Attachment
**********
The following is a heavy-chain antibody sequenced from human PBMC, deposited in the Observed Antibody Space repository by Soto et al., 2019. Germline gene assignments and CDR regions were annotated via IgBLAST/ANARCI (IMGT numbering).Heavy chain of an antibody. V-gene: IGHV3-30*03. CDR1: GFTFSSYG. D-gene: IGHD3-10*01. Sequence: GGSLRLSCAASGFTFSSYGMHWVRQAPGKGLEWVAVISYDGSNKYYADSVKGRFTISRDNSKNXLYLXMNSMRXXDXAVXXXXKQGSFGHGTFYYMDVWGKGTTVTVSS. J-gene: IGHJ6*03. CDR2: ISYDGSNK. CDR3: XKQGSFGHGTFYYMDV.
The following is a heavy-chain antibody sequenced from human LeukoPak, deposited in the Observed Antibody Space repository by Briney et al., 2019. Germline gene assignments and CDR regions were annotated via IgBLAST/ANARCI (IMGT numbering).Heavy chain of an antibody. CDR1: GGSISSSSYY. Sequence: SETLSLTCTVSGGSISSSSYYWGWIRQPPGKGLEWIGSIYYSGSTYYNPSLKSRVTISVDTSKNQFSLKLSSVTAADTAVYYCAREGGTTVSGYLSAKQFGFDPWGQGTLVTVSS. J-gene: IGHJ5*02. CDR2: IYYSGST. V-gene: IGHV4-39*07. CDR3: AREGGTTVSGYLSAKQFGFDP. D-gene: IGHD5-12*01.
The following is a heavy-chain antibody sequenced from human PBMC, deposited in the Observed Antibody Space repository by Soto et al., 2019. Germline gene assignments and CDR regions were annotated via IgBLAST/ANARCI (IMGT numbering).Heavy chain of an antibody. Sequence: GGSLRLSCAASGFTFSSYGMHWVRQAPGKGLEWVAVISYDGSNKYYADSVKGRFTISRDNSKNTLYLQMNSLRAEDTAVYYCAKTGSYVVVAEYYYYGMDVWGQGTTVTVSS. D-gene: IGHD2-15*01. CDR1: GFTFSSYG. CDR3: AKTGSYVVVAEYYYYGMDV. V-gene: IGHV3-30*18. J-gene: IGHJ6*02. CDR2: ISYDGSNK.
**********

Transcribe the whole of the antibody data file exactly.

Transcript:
The following is a heavy-chain antibody sequenced from human PBMC, deposited in the Observed Antibody Space repository by Soto et al., 2019. Germline gene assignments and CDR regions were annotated via IgBLAST/ANARCI (IMGT numbering).Heavy chain of an antibody. V-gene: IGHV3-30*03. CDR1: GFTFSSYG. D-gene: IGHD3-10*01. Sequence: GGSLRLSCAASGFTFSSYGMHWVRQAPGKGLEWVAVISYDGSNKYYADSVKGRFTISRDNSKNXLYLXMNSMRXXDXAVXXXXKQGSFGHGTFYYMDVWGKGTTVTVSS. J-gene: IGHJ6*03. CDR2: ISYDGSNK. CDR3: XKQGSFGHGTFYYMDV.
The following is a heavy-chain antibody sequenced from human LeukoPak, deposited in the Observed Antibody Space repository by Briney et al., 2019. Germline gene assignments and CDR regions were annotated via IgBLAST/ANARCI (IMGT numbering).Heavy chain of an antibody. CDR1: GGSISSSSYY. Sequence: SETLSLTCTVSGGSISSSSYYWGWIRQPPGKGLEWIGSIYYSGSTYYNPSLKSRVTISVDTSKNQFSLKLSSVTAADTAVYYCAREGGTTVSGYLSAKQFGFDPWGQGTLVTVSS. J-gene: IGHJ5*02. CDR2: IYYSGST. V-gene: IGHV4-39*07. CDR3: AREGGTTVSGYLSAKQFGFDP. D-gene: IGHD5-12*01.
The following is a heavy-chain antibody sequenced from human PBMC, deposited in the Observed Antibody Space repository by Soto et al., 2019. Germline gene assignments and CDR regions were annotated via IgBLAST/ANARCI (IMGT numbering).Heavy chain of an antibody. Sequence: GGSLRLSCAASGFTFSSYGMHWVRQAPGKGLEWVAVISYDGSNKYYADSVKGRFTISRDNSKNTLYLQMNSLRAEDTAVYYCAKTGSYVVVAEYYYYGMDVWGQGTTVTVSS. D-gene: IGHD2-15*01. CDR1: GFTFSSYG. CDR3: AKTGSYVVVAEYYYYGMDV. V-gene: IGHV3-30*18. J-gene: IGHJ6*02. CDR2: ISYDGSNK.